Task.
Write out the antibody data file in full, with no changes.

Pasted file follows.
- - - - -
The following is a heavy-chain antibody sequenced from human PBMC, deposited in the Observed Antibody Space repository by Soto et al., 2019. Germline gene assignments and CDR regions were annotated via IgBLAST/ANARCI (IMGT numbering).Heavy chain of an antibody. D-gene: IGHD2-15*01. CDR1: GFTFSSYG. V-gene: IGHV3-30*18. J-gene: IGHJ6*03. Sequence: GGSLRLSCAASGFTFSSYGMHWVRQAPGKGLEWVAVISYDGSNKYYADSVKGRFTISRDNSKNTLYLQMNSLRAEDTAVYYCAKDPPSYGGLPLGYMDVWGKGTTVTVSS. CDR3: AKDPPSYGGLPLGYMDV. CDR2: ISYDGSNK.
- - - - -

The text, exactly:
The following is a heavy-chain antibody sequenced from human PBMC, deposited in the Observed Antibody Space repository by Soto et al., 2019. Germline gene assignments and CDR regions were annotated via IgBLAST/ANARCI (IMGT numbering).Heavy chain of an antibody. D-gene: IGHD2-15*01. CDR1: GFTFSSYG. V-gene: IGHV3-30*18. J-gene: IGHJ6*03. Sequence: GGSLRLSCAASGFTFSSYGMHWVRQAPGKGLEWVAVISYDGSNKYYADSVKGRFTISRDNSKNTLYLQMNSLRAEDTAVYYCAKDPPSYGGLPLGYMDVWGKGTTVTVSS. CDR3: AKDPPSYGGLPLGYMDV. CDR2: ISYDGSNK.